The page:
Partner or perish?
Online financial services institutions that are contemplating the best way to expand internationally may ponder that question - whether 'tis nobler to go it alone under your own brand name, or to form alliances with local concerns that can ease the introduction.
The path taken by E-Trade Group Inc., which started expanding into foreign markets four years ago, may map the way for other firms. At first, E-Trade took what Judy Balint, its chief international officer, describes as a "low-risk approach," which involved forming joint ventures and signing local licensing agreements.
But now that E-Trade's overseas operation has grown, the company, based in Menlo Park, Calif., is seeking majority ownership of its international ventures "so we can control the development of our network, and consolidate our revenues," Ms. Balint said.
E-Trade now has a presence in 13 countries, and by the middle of next year it hopes to add Israel, Germany, and Hong Kong to its portfolio. It also has plans to reenter France, where its previous relationship broke down when another institution acquired its partner.
The barriers to expansion in foreign markets are diverse, she said. For example, although the United Kingdom is one of the largest potential markets for E-Trade, online investing has not taken off there to the same extent as in the United States, and "there is still a lot of education needed" before British consumers will cotton to online stock trading, Ms. Balint said.
In Europe, E-Trade is going up against some formidable local players, especially in Germany, Ms. Balint said. "But they don't have a global vision, which will limit their long-term growth opportunities. We are still the only true global online player."
E-Trade currently allows domestic trading in all of its countries, except Sweden and Norway, where it allows retail investors to buy and sell equities in U.S.-traded companies. Next year it plans to offer access to multicurrency trading. "We will be the Coca-Cola of the online financial services industry," Ms. Balint vowed.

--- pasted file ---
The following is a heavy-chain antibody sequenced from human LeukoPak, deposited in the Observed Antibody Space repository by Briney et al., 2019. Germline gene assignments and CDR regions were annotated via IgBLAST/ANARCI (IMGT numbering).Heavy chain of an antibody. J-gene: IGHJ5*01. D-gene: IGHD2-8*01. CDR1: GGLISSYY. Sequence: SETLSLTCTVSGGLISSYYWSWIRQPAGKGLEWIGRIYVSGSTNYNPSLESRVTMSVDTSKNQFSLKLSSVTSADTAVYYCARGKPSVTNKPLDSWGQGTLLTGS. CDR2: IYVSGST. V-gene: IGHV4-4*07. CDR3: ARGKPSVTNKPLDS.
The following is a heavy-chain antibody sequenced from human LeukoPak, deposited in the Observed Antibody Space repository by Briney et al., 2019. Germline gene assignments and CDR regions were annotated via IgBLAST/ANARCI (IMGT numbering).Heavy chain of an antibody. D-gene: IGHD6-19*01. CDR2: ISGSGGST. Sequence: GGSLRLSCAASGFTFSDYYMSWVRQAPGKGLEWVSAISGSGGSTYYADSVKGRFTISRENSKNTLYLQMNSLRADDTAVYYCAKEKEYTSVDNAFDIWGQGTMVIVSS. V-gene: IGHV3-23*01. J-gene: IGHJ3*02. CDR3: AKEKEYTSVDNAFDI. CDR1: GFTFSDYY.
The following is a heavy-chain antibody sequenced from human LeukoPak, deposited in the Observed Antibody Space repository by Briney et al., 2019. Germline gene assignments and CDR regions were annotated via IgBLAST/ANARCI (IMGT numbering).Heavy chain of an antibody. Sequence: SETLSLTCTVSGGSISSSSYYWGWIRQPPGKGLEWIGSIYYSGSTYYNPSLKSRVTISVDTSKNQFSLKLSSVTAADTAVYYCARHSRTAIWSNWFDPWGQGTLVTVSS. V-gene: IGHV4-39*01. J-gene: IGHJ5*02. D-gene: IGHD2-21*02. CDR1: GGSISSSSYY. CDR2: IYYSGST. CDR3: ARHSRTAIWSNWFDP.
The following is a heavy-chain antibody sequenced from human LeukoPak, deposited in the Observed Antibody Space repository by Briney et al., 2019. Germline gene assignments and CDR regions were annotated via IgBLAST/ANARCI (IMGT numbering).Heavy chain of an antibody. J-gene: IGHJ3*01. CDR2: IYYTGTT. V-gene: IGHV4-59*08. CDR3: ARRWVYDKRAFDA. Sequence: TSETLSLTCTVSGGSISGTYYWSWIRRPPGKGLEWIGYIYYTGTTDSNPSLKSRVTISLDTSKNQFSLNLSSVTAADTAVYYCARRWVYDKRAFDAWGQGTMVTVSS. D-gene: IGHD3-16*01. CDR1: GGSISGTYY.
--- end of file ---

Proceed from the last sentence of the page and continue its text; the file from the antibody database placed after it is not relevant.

Not if executives from other brokerage firms have their say. While brokerage is the industry group pursuing international markets most aggressively, executives from many firms say they are having a hard time finding the right formula. Many lament their travails with differences in language, regulation, and product mix in foreign lands.
Frank Petrilli, president and chief operating officer of TD Waterhouse Group, which has operations in Canada, Australia, Hong Kong, India, Japan, and the United Kingdom, said it is a misconception that the U.S. model for offering financial services is exportable.
"You have to pick markets where you can scale by buying, building, or forming partnerships," he said. "It's about thinking global but acting local."
To attack Continental Europe, where Mr. Petrilli says "you definitely have to be," TD Waterhouse announced in July that it would set up a pan-European joint venture with Banque Generale du Luxembourg that will target high-net-worth individuals seeking to invest internationally.
Albert Bashawaty, managing director of J.P. Morgan, said his company is "starting to run into issues as we develop our prototypes" as the Morgan Online service is launched in Japan and five European countries.
Rather than viewing the world as a "giant land rush, we're rounding up lots of partners with local behavior and knowledge," he said.
Continental Europe is a tough market, with more than 120 brokers vying for market share, according to J.P. Morgan.